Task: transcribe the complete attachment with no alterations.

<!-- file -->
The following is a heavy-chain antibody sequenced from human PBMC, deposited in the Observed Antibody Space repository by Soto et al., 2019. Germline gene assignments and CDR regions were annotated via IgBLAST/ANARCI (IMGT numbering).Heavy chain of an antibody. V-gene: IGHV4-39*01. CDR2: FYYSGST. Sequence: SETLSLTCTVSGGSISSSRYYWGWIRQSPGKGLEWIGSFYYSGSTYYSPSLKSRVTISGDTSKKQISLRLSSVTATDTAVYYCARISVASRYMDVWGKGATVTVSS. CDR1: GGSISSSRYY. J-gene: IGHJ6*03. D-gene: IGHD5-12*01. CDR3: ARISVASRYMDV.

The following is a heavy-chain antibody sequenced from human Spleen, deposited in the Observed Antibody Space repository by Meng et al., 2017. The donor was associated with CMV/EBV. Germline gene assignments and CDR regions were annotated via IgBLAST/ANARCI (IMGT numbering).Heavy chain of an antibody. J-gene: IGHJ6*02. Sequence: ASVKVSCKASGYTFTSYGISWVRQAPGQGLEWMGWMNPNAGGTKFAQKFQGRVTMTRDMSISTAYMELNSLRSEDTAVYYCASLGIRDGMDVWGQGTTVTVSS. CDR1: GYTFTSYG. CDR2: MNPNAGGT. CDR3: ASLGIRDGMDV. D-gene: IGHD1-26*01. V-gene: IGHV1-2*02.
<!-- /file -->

The following is a heavy-chain antibody sequenced from human PBMC, deposited in the Observed Antibody Space repository by Soto et al., 2019. Germline gene assignments and CDR regions were annotated via IgBLAST/ANARCI (IMGT numbering).Heavy chain of an antibody. V-gene: IGHV4-39*01. CDR2: FYYSGST. Sequence: SETLSLTCTVSGGSISSSRYYWGWIRQSPGKGLEWIGSFYYSGSTYYSPSLKSRVTISGDTSKKQISLRLSSVTATDTAVYYCARISVASRYMDVWGKGATVTVSS. CDR1: GGSISSSRYY. J-gene: IGHJ6*03. D-gene: IGHD5-12*01. CDR3: ARISVASRYMDV.

The following is a heavy-chain antibody sequenced from human Spleen, deposited in the Observed Antibody Space repository by Meng et al., 2017. The donor was associated with CMV/EBV. Germline gene assignments and CDR regions were annotated via IgBLAST/ANARCI (IMGT numbering).Heavy chain of an antibody. J-gene: IGHJ6*02. Sequence: ASVKVSCKASGYTFTSYGISWVRQAPGQGLEWMGWMNPNAGGTKFAQKFQGRVTMTRDMSISTAYMELNSLRSEDTAVYYCASLGIRDGMDVWGQGTTVTVSS. CDR1: GYTFTSYG. CDR2: MNPNAGGT. CDR3: ASLGIRDGMDV. D-gene: IGHD1-26*01. V-gene: IGHV1-2*02.